High Vatican official arrested in €20M plot

Photo credit: AP | An undated photo of Monsignor Nunzio Scarano in Salerno, Italy. A Vatican official already under investigation in a purported money-laundering plot involving the Vatican bank was arrested Friday, June 28, 2013, in a separate operation: Prosecutors allege he tried to bring 20 million euros ($26 million) in cash into Italy from Switzerland aboard an Italian government plane, his lawyer said. Monsignor Nunzio Scarano, a recently suspended accountant in one of the Vatican’s main financial departments, is accused of fraud, corruption and slander stemming from the plot, which never got off the ground, attorney Silverio Sica told The Associated Press. He said Scarano was a middleman in the operation: Friends had asked him to intervene with a broker, Giovanni Carenzio, to return 20 million euros they had given him to invest. Sica said Scarano persuaded Carenzio to return the money, and an Italian secret service agent, Giovanni Maria Zito, went to Switzerland to bring the cash back aboard an Italian government aircraft. Such a move would presumably prevent any reporting of the money coming into Italy. The operation failed because Carenzio reneged on the deal, Sica said. (AP Photo/Francesco Pecoraro)

The Vatican has been dealing with issues surrounding their ethics for years. We seem unfazed when information is released regarding misconduct within the Vtican walls. Friday, the Associated Press reported that a Vatican cleric and two other people were arrested by Italian police for allegedly trying to smuggle 20 million euros ($26 million) in cash into the country from Switzerland by private jet. It’s the latest scandal to hit the Holy See and broadens an Italian probe into its secretive bank.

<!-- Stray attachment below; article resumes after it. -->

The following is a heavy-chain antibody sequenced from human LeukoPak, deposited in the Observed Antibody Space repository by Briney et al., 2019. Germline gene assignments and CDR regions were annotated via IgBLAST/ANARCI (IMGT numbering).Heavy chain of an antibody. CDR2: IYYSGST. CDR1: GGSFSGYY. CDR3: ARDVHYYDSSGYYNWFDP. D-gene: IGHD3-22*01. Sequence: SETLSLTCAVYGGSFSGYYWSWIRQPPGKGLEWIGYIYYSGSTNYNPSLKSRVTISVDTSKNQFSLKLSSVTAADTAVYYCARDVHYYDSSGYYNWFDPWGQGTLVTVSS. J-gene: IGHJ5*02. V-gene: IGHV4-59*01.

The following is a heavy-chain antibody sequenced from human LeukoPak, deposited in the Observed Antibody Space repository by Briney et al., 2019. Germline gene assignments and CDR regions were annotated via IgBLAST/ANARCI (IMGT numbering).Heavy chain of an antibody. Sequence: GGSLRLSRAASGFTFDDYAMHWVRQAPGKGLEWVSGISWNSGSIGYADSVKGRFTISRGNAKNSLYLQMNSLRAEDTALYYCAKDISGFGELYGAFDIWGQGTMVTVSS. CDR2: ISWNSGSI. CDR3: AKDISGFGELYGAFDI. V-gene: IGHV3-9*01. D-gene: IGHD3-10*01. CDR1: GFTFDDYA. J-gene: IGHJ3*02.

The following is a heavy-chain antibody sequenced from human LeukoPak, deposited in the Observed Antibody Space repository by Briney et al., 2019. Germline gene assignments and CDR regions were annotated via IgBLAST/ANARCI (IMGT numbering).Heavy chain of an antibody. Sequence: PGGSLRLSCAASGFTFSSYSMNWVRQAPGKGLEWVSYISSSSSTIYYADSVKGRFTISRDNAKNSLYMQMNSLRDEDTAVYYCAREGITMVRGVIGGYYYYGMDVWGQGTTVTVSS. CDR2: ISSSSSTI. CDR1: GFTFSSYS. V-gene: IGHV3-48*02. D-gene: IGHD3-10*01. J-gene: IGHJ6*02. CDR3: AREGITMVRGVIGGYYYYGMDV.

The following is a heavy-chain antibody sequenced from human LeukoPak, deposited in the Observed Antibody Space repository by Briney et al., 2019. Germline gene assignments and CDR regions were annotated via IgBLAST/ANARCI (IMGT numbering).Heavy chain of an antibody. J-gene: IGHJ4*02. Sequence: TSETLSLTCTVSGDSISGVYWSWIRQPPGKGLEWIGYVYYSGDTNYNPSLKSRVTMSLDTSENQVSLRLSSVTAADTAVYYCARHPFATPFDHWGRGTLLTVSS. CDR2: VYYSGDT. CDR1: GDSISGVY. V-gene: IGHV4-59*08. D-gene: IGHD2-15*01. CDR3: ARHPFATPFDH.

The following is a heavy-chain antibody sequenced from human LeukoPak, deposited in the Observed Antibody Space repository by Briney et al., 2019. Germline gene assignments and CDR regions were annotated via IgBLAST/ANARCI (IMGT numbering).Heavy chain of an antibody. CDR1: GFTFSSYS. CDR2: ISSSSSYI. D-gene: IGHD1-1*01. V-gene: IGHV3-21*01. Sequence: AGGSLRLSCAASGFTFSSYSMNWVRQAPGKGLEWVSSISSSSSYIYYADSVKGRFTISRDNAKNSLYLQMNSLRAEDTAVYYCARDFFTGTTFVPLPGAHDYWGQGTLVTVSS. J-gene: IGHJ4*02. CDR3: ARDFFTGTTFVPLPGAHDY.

Monsignor Nunzio Scarano, already under investigation in a purported money-laundering plot involving the Vatican bank, is accused of corruption and slander and was being held at a Rome prison, prosecutor Nello Rossi told reporters.

Nicole Winfield(AP) of in Newsday reported that, Pope Francis has made clear he has no tolerance for corruption or for Vatican officials who use their jobs for personal ambition or gain. He has said he wants a “poor” church and a church that is for the poor, one that goes out to the “peripheries” to minister to those most needy. He has also noted, tongue in cheek, that “St. Peter didn’t have a bank account.”

The DailyMail said today that, “

The high profile arrests come just 48 hours after Pope Francis announced the line up for his commission into the Vatican Bank.

The so-called ‘Bank of God ‘ has been tarnished by scandal and suspicion for 30 years.

Any attempt to investigate by Italian authorities was viewed as an attack on the sovereignty of the Vatican state. “

These are problems. But maybe these are issues that should be highlighted in order to dissect the actions of an religious organization. Religion, by default, are exempt from established taxes. The Vatican is not only exempt from taxes but also privy to their own rules and regulations. This gives the illusion, to those looking o gain, that they are exempt from laws and rules generally instituted within society. We need to target some of these organizations and dissect their operations to see as to if they are abusing their privileges.   

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